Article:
This model took me longer than I thought to complete, so I’m glad I started when I did. Unfortunately, I still have a few monsters that aren’t quite finished, and the end of Monster Month is nigh! Oh well. Perhaps I will finish them up soon, and post them as an intermission during next month’s Forgotten Heroes challenge!

 

Insanity Pile Progress

Miniatures Painted Thus Far: 8

Miniatures Purchased: 0

Total: +8

The Dwarves Are Upon You (again)!

Just in time for 3 years after the Age of Sigmar destroyed the Warhammer Fantasy universe, I have finally finished my dwarf army. Well, mostly finished. I firmly believe that you can never have enough dwarfs. But for now, I am content.

This was definitely a labor of love. It has been over a decade since I played a game of Warhammer Fantasy, and I have no interest whatsoever in Age of Sigmar. It is unlikely that these stalwart dwarfs will ever see battle, which is a real pity. Nonetheless I did my best to paint them in a manner most glorious, limited only by my shortcomings of  painting skill.

Some of these miniatures and units have appeared before on this blog, back when I was zealous enough to think I could complete a project in a reasonable amount of time. Now that the army as a whole is finished (mostly), I decided to present them once again, this time with the rest of the army. My dwarfs are from several different manufacturers. I have no brand loyalty when it comes to good-looking miniatures, and I don’t play in tournaments where “official” miniatures are required. To that I say most vehemently: “Fuck that shit.”

First up, the Thunder from Down Under(ground), my missile troops!

This is the small unit of Thunderers included with the Battle for Skull Pass (BFSP) boxed set. Ten stalwart gunners, led by a Hero (more on him later). I really like these one-piece plastics; even though they’re not poseable, it’s still possible to achieve enough variation with the paint jobs to make them all appear different.


Up next is a group of ten Quarrelers, produced by Mantic. Mantic definitely has a unique look that you either love or hate (I like these guys), but the price can’t be beat. Not as detailed as some of the other manufacturers, but they certainly do the job for rank-and-file troops. These dwarfs could have been build as Ironwatch, which is Mantic’s equivalent of Thunderers, but I chose to give them crossbows rather than rifles because crossbows are cool.

Finally, my favorite unit of missile troops: my Dwarf Gunners, manufactured by Black Tree Designs. Let me be clear: I LOVE BLACK TREE MINIATURES.These guys are all metal, and hearken back to the glory days of GW and Citadel metal miniatures. They have the same “chunky” look to them and the same weight in the hand. They’re priced fairly well, especially since Black Tree seems to have constant 40%-50% off sales going on at any given moment. These guys were a joy to paint, and although 18 is quite a lot of dwarfs for a unit of Thunderers, I really like them!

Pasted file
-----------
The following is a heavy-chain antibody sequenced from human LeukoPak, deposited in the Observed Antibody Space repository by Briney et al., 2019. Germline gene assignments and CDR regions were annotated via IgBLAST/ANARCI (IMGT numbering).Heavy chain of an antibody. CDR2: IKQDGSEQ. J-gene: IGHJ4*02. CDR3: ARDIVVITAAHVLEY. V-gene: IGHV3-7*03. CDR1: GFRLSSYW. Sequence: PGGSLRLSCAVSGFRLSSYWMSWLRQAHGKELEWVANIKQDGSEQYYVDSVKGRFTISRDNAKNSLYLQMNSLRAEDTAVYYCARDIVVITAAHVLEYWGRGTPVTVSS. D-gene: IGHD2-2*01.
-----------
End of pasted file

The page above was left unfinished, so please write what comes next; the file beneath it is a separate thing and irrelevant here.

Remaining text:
Next up, the foot troops. First is the small unit of Dwarf Warriors from the Battle for Skull Pass set. Ten dwarfs does not a unit make, IMO, but they’re what I had. They’re positioned behind one of the King’s Wall obstacles, also from the BFSP set. I acquired a few more of these dwarf walls over the years.  These warriors are positioned next to a Flame Cannon (more on that later).

Up next, a group of 16 Dwarf Rangers. These guys are GW plastics, and they lack a command group because I couldn’t find a dwarf command group that looks the same as the unit. I’d still like to get one, though…so if anyone has dwarf plastics from this set that could be made into a command group, contact me and let me know.  Although they are ubiquitous in Fantasy, especially with Dwarfs, I’ve never been a fan of double-bladed axes (they look dumb to me), so I took the liberty of modifying some of axe-heads by removing one of the blades. I like the way it looks much better. They’re standing next to an old -style GW Dwarf Organ Gun (see below).

A unit of Black Tree Dwarf Warriors. Now this is more like it! A small unit at 18 models, but a solid enough brick on the table. Red is my least favorite color, and I loathe painting yellow, so why I chose this color scheme I couldn’t really tell you. The standard bearer had a miscast axe, so I just clipped it and replaced it with a Mantic hammer head.

This unit is a unit of Black Tree Miners. Note the shiny headlamps and the hammers. I love the look of these guys, and there’s 20 of them, so it’s a decent sized unit. But I’ve decided to use these guys as warriors rather than miners; I am a big proponent of core troops over special or elite choices, and these guys can serve as warriors just as well…

…especially since I already have a unit of Miners. These guys are mix of the GW BFSP miners and a GW miners regiment, for a total of 18. The one-piece BFSP sculpts blend pretty well with the poseable regiment dwarfs. The command group is from the BFSP set, so I was free to make the entire regiment box rank-and-file miners.

These Mantic Shield-Breakers are proxy Hammerers. Since there’s only 10 of them, I figured I would use them as a bodyguard for my army general. To be blunt, I hate half of these miniatures. The ones that have smooshed-down helmets annoy me, as it can’t possibly be that difficult to cast a miniature headless instead. This would give you the option of adding whichever dwarf head you prefer. Any of them would look better than these lazy, one-piece castings. The other dwarfs actually look pretty cool. And once again, the price can’t be beat (I guess you get what you pay for). This was the most recent unit I painted, completing it just last week, even though I bought it at Gen Con in 2012.